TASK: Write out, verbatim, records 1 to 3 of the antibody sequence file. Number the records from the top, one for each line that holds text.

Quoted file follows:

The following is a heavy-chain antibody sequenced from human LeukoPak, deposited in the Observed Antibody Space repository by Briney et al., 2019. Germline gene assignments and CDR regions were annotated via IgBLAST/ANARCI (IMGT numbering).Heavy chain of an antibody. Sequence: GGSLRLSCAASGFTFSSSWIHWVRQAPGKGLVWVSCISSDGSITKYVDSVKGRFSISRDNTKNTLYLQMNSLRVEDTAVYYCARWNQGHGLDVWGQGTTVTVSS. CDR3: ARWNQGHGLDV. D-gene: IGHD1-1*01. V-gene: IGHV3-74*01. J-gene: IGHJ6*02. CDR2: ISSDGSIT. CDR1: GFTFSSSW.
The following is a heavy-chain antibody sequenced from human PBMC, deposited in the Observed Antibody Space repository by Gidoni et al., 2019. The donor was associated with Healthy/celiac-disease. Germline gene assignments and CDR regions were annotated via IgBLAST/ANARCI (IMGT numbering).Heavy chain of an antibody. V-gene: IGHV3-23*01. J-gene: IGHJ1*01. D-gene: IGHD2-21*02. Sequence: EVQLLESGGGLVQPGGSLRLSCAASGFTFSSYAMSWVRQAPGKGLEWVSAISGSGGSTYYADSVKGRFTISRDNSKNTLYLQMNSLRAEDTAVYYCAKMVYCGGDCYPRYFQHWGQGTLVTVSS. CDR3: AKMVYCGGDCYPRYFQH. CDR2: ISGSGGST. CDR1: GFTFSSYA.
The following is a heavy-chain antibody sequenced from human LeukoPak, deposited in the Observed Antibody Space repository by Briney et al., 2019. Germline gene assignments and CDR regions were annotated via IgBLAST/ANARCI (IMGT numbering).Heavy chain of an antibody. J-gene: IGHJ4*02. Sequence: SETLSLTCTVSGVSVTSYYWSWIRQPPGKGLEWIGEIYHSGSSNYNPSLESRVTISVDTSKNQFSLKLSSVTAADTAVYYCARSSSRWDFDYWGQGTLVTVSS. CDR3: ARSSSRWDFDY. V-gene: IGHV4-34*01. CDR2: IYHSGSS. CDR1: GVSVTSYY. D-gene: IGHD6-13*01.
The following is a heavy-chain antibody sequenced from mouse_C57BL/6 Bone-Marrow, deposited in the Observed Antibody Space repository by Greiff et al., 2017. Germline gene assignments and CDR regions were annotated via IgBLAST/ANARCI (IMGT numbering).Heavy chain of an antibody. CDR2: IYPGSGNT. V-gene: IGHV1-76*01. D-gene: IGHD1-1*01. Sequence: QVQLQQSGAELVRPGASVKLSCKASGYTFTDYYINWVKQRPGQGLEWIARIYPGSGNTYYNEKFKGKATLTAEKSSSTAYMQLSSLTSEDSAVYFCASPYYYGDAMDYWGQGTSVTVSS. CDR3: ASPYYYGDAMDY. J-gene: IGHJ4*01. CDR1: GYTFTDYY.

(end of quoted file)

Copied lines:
The following is a heavy-chain antibody sequenced from human LeukoPak, deposited in the Observed Antibody Space repository by Briney et al., 2019. Germline gene assignments and CDR regions were annotated via IgBLAST/ANARCI (IMGT numbering).Heavy chain of an antibody. Sequence: GGSLRLSCAASGFTFSSSWIHWVRQAPGKGLVWVSCISSDGSITKYVDSVKGRFSISRDNTKNTLYLQMNSLRVEDTAVYYCARWNQGHGLDVWGQGTTVTVSS. CDR3: ARWNQGHGLDV. D-gene: IGHD1-1*01. V-gene: IGHV3-74*01. J-gene: IGHJ6*02. CDR2: ISSDGSIT. CDR1: GFTFSSSW.
The following is a heavy-chain antibody sequenced from human PBMC, deposited in the Observed Antibody Space repository by Gidoni et al., 2019. The donor was associated with Healthy/celiac-disease. Germline gene assignments and CDR regions were annotated via IgBLAST/ANARCI (IMGT numbering).Heavy chain of an antibody. V-gene: IGHV3-23*01. J-gene: IGHJ1*01. D-gene: IGHD2-21*02. Sequence: EVQLLESGGGLVQPGGSLRLSCAASGFTFSSYAMSWVRQAPGKGLEWVSAISGSGGSTYYADSVKGRFTISRDNSKNTLYLQMNSLRAEDTAVYYCAKMVYCGGDCYPRYFQHWGQGTLVTVSS. CDR3: AKMVYCGGDCYPRYFQH. CDR2: ISGSGGST. CDR1: GFTFSSYA.
The following is a heavy-chain antibody sequenced from human LeukoPak, deposited in the Observed Antibody Space repository by Briney et al., 2019. Germline gene assignments and CDR regions were annotated via IgBLAST/ANARCI (IMGT numbering).Heavy chain of an antibody. J-gene: IGHJ4*02. Sequence: SETLSLTCTVSGVSVTSYYWSWIRQPPGKGLEWIGEIYHSGSSNYNPSLESRVTISVDTSKNQFSLKLSSVTAADTAVYYCARSSSRWDFDYWGQGTLVTVSS. CDR3: ARSSSRWDFDY. V-gene: IGHV4-34*01. CDR2: IYHSGSS. CDR1: GVSVTSYY. D-gene: IGHD6-13*01.